Billionaire philanthropist and investor Bill Gates has gathered a group of about 20 like-minded investors, including Silicon Valley venture capitalists John Doerr and Vinod Khosla, former hedge manager John Arnold, Amazon.com CEO Jeff Bezos, Bloomberg LP founder and former New York City mayor Mike Bloomberg, Alibaba founder Jack Ma, and a handful of others to join him in the fund.
In a post on his Gates Notes blog, Gates said the fund will invest in
“scientific breakthroughs that have the potential to deliver cheap and reliable clean energy to the world. We need affordable and reliable energy that doesn’t emit greenhouse gas to power the future—and to get it, we need a different model for investing in good ideas and moving them from the lab to the market,” Gates said in his post.
The announcement comes a year after the United Nations climate change talks in Paris, where Gates unveiled the Breakthrough Energy Coalition – a group of some 20 billionaire business leaders from around the world, plus institutional investors, who committed to investing in new forms of energy. The coalition partnered with Mission Innovation, a group of 20 countries and the European Union that pledged to double their investment in clean energy research over five years. Gates explained that some of the members of the coalition are investing in energy on their own, and others have joined him in the new Breakthrough Energy Ventures fund.
The investors in Breakthrough Energy Ventures have a high tolerance for risk and are willing to wait longer than typical venture funds for a return on their investment — they’re calling it a 20 year fund. The group has spelled out five “grand challenges” which it says are the biggest contributors to greenhouse gas emissions around the world: electricity, buildings, manufacturing, transportation and food. On its website the group spells out more specific technologies within each of these challenges in what it calls the “The Landscape of Innovation.” For transportation, areas to explore include high-energy-density gaseous fuel storage, high efficiency thermal engines, and low greenhouse gas air transport.
Gates, the world’s richest man according to FORBES, has been an investor in various forms of new energy over the years, as have venture capitalists Doerr and Khosla. Gates invested in Pacific Ethanol back in 2005, but reportedly reduced his investment three years later; he also invested in nuclear power firm TerraPower, which has been working on building a technology called a traveling wave reactor. Khosla’s firm, Khosla Ventures, bet on biofuels, including a company called Kior, which had a technology that was designed to turn wood chips into a biofuel that could be refined; the company was reported to have filed for bankruptcy and was selling off assets in 2014. So far just a few of the clean energy investments have yielded technologies that are being more widely adopted or that have been financially very successful. That underlines the challenges this fund faces: It’s not easy to select or develop successful new clean energy technologies. Yet Gates and others are optimistic that it’s possible.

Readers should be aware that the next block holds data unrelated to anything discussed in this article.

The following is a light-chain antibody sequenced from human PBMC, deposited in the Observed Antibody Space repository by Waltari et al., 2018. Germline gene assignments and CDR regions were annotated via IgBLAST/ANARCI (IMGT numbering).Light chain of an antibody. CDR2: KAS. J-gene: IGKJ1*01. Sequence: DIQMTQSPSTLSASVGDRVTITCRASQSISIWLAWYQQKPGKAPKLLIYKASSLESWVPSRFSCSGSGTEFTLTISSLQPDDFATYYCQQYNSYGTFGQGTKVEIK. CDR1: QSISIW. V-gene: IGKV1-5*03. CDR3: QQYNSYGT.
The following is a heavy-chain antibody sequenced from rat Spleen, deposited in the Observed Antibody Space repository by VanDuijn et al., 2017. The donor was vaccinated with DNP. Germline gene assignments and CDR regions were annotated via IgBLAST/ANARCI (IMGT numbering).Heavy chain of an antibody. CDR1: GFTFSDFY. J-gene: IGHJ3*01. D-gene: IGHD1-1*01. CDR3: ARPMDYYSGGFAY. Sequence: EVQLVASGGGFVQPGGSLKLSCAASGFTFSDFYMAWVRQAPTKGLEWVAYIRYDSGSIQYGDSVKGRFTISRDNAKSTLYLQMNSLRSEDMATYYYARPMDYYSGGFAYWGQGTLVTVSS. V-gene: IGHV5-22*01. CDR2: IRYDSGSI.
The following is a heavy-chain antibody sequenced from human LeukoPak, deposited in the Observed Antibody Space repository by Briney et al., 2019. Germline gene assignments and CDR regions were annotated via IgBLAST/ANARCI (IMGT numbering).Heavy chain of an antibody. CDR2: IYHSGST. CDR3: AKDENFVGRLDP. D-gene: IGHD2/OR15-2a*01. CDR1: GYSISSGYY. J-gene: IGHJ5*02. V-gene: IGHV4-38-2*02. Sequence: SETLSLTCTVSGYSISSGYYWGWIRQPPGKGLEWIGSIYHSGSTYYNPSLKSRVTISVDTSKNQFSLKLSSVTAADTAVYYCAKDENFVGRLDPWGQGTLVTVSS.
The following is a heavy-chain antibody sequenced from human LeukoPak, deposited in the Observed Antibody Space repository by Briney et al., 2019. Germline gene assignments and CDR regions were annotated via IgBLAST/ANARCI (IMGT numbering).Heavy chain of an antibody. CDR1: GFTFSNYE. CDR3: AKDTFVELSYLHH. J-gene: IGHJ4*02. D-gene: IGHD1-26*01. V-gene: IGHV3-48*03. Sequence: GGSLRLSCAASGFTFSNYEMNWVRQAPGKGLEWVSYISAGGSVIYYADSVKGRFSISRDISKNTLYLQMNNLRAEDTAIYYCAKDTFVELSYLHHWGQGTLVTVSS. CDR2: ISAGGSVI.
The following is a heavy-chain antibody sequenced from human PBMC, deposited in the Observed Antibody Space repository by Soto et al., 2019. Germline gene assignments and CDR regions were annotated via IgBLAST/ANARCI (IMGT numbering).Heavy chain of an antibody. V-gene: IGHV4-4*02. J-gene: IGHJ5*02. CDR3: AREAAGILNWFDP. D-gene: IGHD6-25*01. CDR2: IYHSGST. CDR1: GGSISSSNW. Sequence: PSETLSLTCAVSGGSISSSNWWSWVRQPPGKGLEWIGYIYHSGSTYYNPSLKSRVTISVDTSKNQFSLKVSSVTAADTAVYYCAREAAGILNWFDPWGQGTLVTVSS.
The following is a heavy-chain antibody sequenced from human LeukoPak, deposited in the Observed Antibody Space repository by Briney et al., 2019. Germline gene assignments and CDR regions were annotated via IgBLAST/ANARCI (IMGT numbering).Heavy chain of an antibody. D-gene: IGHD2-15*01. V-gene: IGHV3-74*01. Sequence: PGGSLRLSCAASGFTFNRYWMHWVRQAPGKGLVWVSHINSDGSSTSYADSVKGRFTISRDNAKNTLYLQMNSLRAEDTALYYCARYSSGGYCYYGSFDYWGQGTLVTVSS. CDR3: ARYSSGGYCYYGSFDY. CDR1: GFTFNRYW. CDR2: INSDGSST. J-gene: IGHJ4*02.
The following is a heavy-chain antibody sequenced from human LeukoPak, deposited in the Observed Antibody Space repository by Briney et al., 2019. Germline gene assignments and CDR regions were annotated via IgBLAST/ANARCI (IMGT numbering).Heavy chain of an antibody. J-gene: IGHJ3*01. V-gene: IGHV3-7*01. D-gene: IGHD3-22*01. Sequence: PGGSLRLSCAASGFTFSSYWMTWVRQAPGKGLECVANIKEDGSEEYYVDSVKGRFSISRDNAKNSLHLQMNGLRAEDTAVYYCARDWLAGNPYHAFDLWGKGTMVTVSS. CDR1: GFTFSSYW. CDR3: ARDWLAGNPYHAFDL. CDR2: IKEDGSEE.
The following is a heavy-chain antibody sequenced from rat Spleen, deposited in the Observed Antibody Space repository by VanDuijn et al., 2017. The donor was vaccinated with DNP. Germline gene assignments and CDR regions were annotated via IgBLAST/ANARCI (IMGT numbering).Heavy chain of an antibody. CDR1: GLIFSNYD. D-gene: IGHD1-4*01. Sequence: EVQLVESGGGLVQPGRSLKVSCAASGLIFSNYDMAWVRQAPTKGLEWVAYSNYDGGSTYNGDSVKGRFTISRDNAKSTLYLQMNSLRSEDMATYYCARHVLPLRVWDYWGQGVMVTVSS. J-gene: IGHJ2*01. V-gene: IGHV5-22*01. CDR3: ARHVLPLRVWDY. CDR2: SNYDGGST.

On a media call with Bill Gates, John Doerr, Vinod Khosla and John Arnold, Gates and others mentioned that there are lessons to be learned from the past decade of investing in clean energy. Gates highlighted the need to fail fast and not spend vast sums on large factories or refineries that might not work. Khosla pointed out several successful investments in the sector, including smart thermostat firm Nest (which was acquired by Google for $3.2 billion in cash in 2014), energy efficiency firm Opower (which Oracle purchased for about $530 million in May 2016), and fuel cell firm Bloom Energy, which Khosla said is worth “billions of dollars.”
Perhaps the most well known clean tech company is electric car firm Tesla Motors, which now sports a market capitalization of $33 billion. If the Breakthrough Energy Ventures fund can back several companies like Tesla (in other sectors), that would be a win. Doerr said the fund will invest in both early stage companies and growth stage companies.
Other investors in the fund include quite a few billionaire entrepreneurs: Virgin Group founder Richard Branson, Indian billionaire Mukesh Ambani, Saudi Arabian investor Prince Alwaleed bin Talal, hedge fund manager Ray Dalio, LinkedIn founder Reid Hoffman, U.K. hedge fund manager Chris Hohn, Facebook cofounder Dustin Moskovitz and his wife Cari Tuna, Chinese real estate developers Zhang Xin and Pan Shiyi, French telecom tycoon Xavier Niel, South African mining magnate Patrice Motsepe, German software entrepreneur Hasso Plattner (cofounder of SAP), U.S. finance titan Julian Robertson and Japanese entrepreneur and telecom investor Masayoshi Son.
In addition to the investors, Gates said that companies like Southern Co. and oil and gas company Total would serve as strategic partners that will help the fund figure out whether it’s backing technologies that industry will adopt.